“You must once and for all give up being worried about successes and failures. Don’t let that concern you. It’s your duty to go on working steadily day by day, quite quietly, and to be prepared for mistakes, which are inevitable, and for failures.”   – Anton Chekov’s Letters

Senior lady writing“Here I am, an old woman already. I always thought I had a book in me. Every year I told myself ‘Next year you’ll write a book.’ The years came and went. It always seemed like next year I’d start on it, but I never did – and I’ve had a whole century. If you have a book inside you, sit down and get it written. It’s not a matter of having the time. If you want to do something badly enough, you do it.  Now my hands are twisted up with arthritis, and I can’t see beyond the end of my nose. See? I have time, but I can’t do it.”    – Matilda Johnson, age 101

“Every word You give me is a miracle word – how could I help but obey? Break open Your words, let the light shine out, let ordinary people see the meaning.” Psalm 119.129-130 MSG

quotecrumpledpaper“You are going to have to give and give and give or there’s no reason for you to be writing. You have to give from the deepest part of yourself, and you are going to have to go on giving, and the giving is going to have to be its own reward. There is no cosmic importance to your getting something published, but there is in learning to be a giver.”   - Anne Lamott in “Bird by Bird”

“If you do what you’ve always done, you’ll have what you’ve always had. But if you want what you’ve never had, you must do what you’ve never done. In other words, we must be willing to make the changes necessary to reach our designated goals, even if it moves us out of our comfort zones and launches us into uncharted territory.”   – unknown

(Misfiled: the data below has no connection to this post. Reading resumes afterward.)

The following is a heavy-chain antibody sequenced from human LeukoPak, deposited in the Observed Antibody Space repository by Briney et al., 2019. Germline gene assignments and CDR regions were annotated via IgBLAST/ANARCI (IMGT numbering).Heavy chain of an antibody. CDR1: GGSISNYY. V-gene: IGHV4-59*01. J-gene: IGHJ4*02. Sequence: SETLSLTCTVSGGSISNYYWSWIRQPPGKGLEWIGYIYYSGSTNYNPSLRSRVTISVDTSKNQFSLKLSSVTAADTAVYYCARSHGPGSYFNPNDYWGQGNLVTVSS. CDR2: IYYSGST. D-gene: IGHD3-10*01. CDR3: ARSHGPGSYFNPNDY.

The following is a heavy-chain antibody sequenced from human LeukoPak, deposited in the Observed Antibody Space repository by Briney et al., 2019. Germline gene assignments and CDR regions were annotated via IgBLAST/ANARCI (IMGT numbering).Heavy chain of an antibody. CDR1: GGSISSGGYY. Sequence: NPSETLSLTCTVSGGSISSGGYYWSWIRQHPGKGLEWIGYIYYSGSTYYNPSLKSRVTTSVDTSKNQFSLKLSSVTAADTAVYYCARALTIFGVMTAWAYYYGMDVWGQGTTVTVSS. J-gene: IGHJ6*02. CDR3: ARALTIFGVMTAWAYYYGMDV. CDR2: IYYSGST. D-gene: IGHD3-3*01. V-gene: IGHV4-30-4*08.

quotesonceupon“Be strong and courageous and get to work! Don’t be frightened by the size of the task, for the Lord my God is with you – He will not forsake you. He will see to it that everything is finished correctly.” I Chronicles 28.20 TLB

“I’d delight if none of my words fell to the ground – if none were useless, excessive, dispensable, easily dismissed… But that’s God’s business. He might use the means of cyber technology, savvy marketing, good publicity. But either God, God alone, keeps our words from falling and scatters them wide, or else there is nothing in them worth keeping and scattering in the first place. Our concern, our responsibility, is simply to hear and heed God. It is always and everywhere to say, Speak, Lord, for Your servant is listening.”   – Mark Buchanan in “The Rest of God”

So… even though I’m crazy busy this week and off to another adventure in another state, I heard and heeded God. I wrote this down. For you. Today.

under the mercy, Cindy

man writing a contract“When the question comes, ‘Are you still writing?’ I hope your answer will always be, ‘Of course I am writing. I am a writer.’  Tomorrow the sun will rise, God willing, and it will be time again for us to go to our tables. It will be time to pick up the pen or turn on the machine… There are stories that must be told and must be heard, stories waiting on you and me to do the telling. Tomorrow we will write, write and not waste time. We will make dark marks on the page, the gift to which we have been given, the gift that has been given to us. Tomorrow we will go dancing again. Dancing on the head of a pen.” – Robert Benson in “Dancing on the Head of a Pen”